UPDATES SINCE RECEIVING THE HEINZ AWARD
October 2002 - The Institute for Women and Technology holds its 4th annual Grace Hopper Celebration, which was founded by Borg. The conference "celebrates those who are creating, improving, researching, and studying computer-related technologies and sciences," and the theme at this years gathering was "the ubiquity of the impact of computing on our daily lives and the ubiquity of the impact women are making on this technical force." - Canada NewsWire
Speech3/12/2002 - Acceptance Speech
I would like to thank the Heinz Foundation for recognizing with this award that the development of the technology for the future must have positive social and human impacts. In the near future, technology will affect everything: our economic, political, social and personal lives. Will technology be used to help solve problems of energy, food, water and clean air? Control disease? Nurture our children? Care for our elderly and disability? Will technology be used to increase literacy, particularly among women? Will it enable a fair global economy? Will we live in peace? Will it be used to solve the problems or create the futures that women want? Thank you to Teresa and the Foundation for helping those who ask those questions.
Around the world, women are not full partners in driving the creation of the new technology that will define their lives. This is not good for women and not good for the world. The involvement of women can bring important perspectives and directions to the technology of the future. Women must have dramatically higher representation in technical fields. But bringing women into the existing system as technologists is not sufficient. All sorts of women - technical and non-technical, rich and poor, from the developed, developing, and underdeveloped worlds, must define the technology of the future. The system that creates the technology of the future must change to include all of these women, as women, not just as faceless technologists.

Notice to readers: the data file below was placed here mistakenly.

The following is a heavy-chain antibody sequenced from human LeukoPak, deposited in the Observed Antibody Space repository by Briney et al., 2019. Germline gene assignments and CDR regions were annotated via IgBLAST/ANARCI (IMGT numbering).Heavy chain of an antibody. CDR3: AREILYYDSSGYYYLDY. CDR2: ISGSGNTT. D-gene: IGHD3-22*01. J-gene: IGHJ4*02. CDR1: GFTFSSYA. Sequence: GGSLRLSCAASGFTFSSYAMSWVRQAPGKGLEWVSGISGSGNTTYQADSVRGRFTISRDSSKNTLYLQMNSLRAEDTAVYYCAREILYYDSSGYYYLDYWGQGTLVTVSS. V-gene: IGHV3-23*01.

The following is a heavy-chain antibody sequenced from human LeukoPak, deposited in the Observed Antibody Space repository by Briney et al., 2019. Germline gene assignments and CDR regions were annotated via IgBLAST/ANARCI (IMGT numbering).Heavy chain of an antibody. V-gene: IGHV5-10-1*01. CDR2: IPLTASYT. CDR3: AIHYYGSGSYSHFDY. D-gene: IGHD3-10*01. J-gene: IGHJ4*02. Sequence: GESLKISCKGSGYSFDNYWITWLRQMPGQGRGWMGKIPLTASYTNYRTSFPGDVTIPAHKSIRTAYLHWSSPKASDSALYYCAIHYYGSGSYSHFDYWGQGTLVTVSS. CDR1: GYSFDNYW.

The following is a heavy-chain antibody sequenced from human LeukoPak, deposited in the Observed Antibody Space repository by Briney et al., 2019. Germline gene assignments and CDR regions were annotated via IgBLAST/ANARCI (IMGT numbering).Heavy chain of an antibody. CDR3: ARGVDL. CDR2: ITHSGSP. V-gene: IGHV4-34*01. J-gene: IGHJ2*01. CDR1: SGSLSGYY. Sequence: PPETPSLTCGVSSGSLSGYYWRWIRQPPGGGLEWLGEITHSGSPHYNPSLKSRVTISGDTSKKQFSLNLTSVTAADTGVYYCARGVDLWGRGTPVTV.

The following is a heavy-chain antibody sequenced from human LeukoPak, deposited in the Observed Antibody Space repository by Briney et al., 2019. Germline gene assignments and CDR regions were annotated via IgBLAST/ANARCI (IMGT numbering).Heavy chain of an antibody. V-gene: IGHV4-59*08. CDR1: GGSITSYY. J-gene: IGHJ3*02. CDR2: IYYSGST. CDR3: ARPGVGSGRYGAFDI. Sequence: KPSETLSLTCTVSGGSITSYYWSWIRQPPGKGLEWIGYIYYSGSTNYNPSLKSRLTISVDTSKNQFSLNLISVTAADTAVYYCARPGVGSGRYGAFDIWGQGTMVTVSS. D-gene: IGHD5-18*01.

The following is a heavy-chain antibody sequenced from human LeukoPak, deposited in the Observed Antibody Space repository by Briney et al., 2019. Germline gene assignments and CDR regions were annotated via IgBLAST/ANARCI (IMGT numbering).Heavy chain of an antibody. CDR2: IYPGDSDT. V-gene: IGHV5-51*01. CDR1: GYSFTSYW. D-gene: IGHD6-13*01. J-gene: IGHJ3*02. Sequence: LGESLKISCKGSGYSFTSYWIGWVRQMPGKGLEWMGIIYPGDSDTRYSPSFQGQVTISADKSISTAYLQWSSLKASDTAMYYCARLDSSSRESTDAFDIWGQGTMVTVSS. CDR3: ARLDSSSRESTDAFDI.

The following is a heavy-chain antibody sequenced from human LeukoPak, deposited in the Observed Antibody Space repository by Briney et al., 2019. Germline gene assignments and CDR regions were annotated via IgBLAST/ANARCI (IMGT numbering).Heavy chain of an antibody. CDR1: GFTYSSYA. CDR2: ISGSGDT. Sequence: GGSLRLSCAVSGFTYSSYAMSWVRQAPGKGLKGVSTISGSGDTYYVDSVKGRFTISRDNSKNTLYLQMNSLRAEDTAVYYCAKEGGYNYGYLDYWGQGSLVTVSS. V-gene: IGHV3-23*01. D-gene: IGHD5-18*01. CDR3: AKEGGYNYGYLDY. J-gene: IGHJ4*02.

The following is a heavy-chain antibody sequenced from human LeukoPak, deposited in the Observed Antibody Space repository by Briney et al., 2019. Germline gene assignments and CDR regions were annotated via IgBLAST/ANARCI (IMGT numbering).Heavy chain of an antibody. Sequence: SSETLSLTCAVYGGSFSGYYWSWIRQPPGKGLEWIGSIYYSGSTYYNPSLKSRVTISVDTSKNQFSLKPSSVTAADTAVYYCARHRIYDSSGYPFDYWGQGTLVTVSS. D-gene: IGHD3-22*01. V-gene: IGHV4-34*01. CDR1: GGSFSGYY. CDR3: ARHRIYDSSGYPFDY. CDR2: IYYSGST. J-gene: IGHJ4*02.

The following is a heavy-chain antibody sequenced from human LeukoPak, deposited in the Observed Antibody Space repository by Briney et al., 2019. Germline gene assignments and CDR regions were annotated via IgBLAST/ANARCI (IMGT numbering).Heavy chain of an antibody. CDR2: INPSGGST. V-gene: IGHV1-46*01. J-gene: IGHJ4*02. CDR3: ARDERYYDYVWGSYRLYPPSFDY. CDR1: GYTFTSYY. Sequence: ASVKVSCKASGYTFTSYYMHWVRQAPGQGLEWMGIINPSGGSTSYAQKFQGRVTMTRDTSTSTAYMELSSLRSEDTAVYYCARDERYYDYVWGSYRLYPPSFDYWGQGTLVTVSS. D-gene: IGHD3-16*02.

And now a few thanks. Thank you Teresa. When you called me, I was completely flabbergasted. I am sure you remember that I cried and laughed at the same time. Thanks to the Heinz Family Foundation and thanks to the judges and nominators.
I have a few personal thanks. First, I'd like to thank my family of rebels. Dad showed us that we could choose our own paths and try wild things. I am sorry that he could not see this - he would have been very proud of his revolutionary daughter. Thanks to my Mother and my sister, Beverly and Lee Naffz who are here and share their own fantastic lives with me. Then to two dear friends who are here - Gerald Belpaire, my rebellious thesis advisor, and Caroline Kearney who with me was part of a wonderful group in the 80's learning about politics and feminism. Telle Whitney has been my co-conspirator creating the Grace Hopper Celebration for Women in Computing and making sure that it has a disco! Finally, there is my husband, Winfried Wilcke, a great scientist and friend, who, at the age of 50, completely swept me off my feet.
I want to take a few words to honor all of the women who are now working in computer science and technology as programmers or researchers or systems developers, building the future in the way that they think it should be built. It is often difficult to continue in spite of the fact that their environments may not be supportive. To any women who has stuck with her ideas, believing that there are different ways to do it, thank you for sticking with it!
Finally, thank you to the people, women and men, who share and support the passion and vision at the Institute for Women and Technology. We can change the world!